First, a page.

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Formula 1

‘You shouldn’t stress it’ – The F1 title fight’s mental battle

by Edd Straw
7 min read

Max Verstappen is saying all of the right things when it comes to how he is dealing with the intensity of his first Formula 1 world championship fight.

But with it all coming down to a quickfire run of seven races in 10 weeks, the pressure is only going to grow at the business end of the season and the title could be decided by one unforced error.

You can never know what’s going on inside someone else’s head, but Verstappen doesn’t appear flustered either inside or outside the car.

The only real question that some have posed about him is whether he’s too aggressive in battle, but that’s a longstanding debate that is cast into sharp focus by the title contest rather than created by it.

It does seem that the 24-year-old is taking his first title fight in his stride and looks every bit the champion-in-waiting.

“We’re very relaxed but also very focused and of course we want to win, the whole team wants to win so that mentality is definitely there,” said Verstappen.

“There’s nothing you can force or you have to stress about because we always want to do the best we can anyway so that’s what we’ll try to do this weekend.”

Motor Racing Formula One World Championship Turkish Grand Prix Practice Day Istanbul, Turkey

The word ‘force’ is key here. Both for Verstappen and his opponent Lewis Hamilton, who has the advantage of being a veteran of 10 F1 title battles of varying intensity as well as the confidence built winning seven of them, the challenge is focusing on the process of the weekend. It’s easy to say, and many elite athletes certainly talk the talk, but to do so in the decisive moments is the key.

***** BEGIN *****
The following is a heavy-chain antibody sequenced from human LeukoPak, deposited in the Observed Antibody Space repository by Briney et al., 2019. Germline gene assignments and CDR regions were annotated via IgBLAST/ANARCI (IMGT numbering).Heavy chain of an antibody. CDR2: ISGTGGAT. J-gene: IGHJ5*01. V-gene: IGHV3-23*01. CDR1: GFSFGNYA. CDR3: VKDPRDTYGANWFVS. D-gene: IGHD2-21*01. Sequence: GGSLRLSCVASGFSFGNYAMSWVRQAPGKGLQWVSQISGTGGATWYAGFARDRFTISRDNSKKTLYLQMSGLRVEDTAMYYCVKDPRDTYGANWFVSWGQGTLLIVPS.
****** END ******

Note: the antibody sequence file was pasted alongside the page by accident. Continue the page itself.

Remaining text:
This is why you always hear the cliches about taking it step by step, one race at a time. If you rush it, or force it, then that’s when the mistakes happen. The outcome you desire, the world championship, is the product of following the process and obsessing over the end goal risks being destructive.

Hence Verstappen’s relaxed attitude, recognising that even if he loses, if he and the Red Bull team have followed the process effectively then they will by definition done their job.

“I always do my best and I know that the team is also doing the best they can,” said Verstappen. “If that’s going to be, at the end of the year, first that’s an amazing achievement and that’s what we work for.

“But even if we would finish second we still have a great season and at the end of the day it’s not really going to change my life. I enjoy what I’m doing and I think that’s also very important so for me there is not much to worry about.”

Verstappen knows how he needs to approach it but is he really able to? That’s the question you have to ask of anyone performing in the rarefied environment of sport and it’s possible even he might not know the answer.

F1 Grand Prix Of Turkey Practice

But what is clear is that on track he continues to deliver, which does support the notion that he’s dealing with the title fight well.

If he can continue to do so as the pressure ramps up over the coming two-and-a-half months then he will be in a great position. That’s one of the key components of a champion – the ability to thrive under pressure.

“You shouldn’t really stress it,” said Verstappen. “I know that my team does the best they can and they expect that from me and I always try to get the best out of that.

“We are fully committed to try and make this a success together but you cannot force things, you just have to work well and work hard together and then we’ll find out at the end of the season where that will put us – is that first, is that second, we don’t know.”

What’s unquestionable is that Hamilton’s experience does put him at an advantage. That doesn’t mean it will be a decisive advantage, but given he’s got eight seasons more experience under his belt and more than a decade on Verstappen, how can it fail to be of benefit?

Hamilton knows how to deal with this situation and is better-equipped than he was in his younger days for a title fight. But beyond that, what he says is very similar to Verstappen’s message about following the process.